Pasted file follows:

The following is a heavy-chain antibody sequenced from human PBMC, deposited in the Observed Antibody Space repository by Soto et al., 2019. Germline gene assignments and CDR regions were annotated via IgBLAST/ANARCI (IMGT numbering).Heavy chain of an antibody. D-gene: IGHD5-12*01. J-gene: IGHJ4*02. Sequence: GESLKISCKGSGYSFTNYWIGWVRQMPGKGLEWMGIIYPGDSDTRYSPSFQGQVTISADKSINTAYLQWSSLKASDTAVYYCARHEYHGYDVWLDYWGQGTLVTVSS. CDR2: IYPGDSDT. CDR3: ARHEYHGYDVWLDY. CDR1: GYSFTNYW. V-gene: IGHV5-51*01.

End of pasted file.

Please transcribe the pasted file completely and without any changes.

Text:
The following is a heavy-chain antibody sequenced from human PBMC, deposited in the Observed Antibody Space repository by Soto et al., 2019. Germline gene assignments and CDR regions were annotated via IgBLAST/ANARCI (IMGT numbering).Heavy chain of an antibody. D-gene: IGHD5-12*01. J-gene: IGHJ4*02. Sequence: GESLKISCKGSGYSFTNYWIGWVRQMPGKGLEWMGIIYPGDSDTRYSPSFQGQVTISADKSINTAYLQWSSLKASDTAVYYCARHEYHGYDVWLDYWGQGTLVTVSS. CDR2: IYPGDSDT. CDR3: ARHEYHGYDVWLDY. CDR1: GYSFTNYW. V-gene: IGHV5-51*01.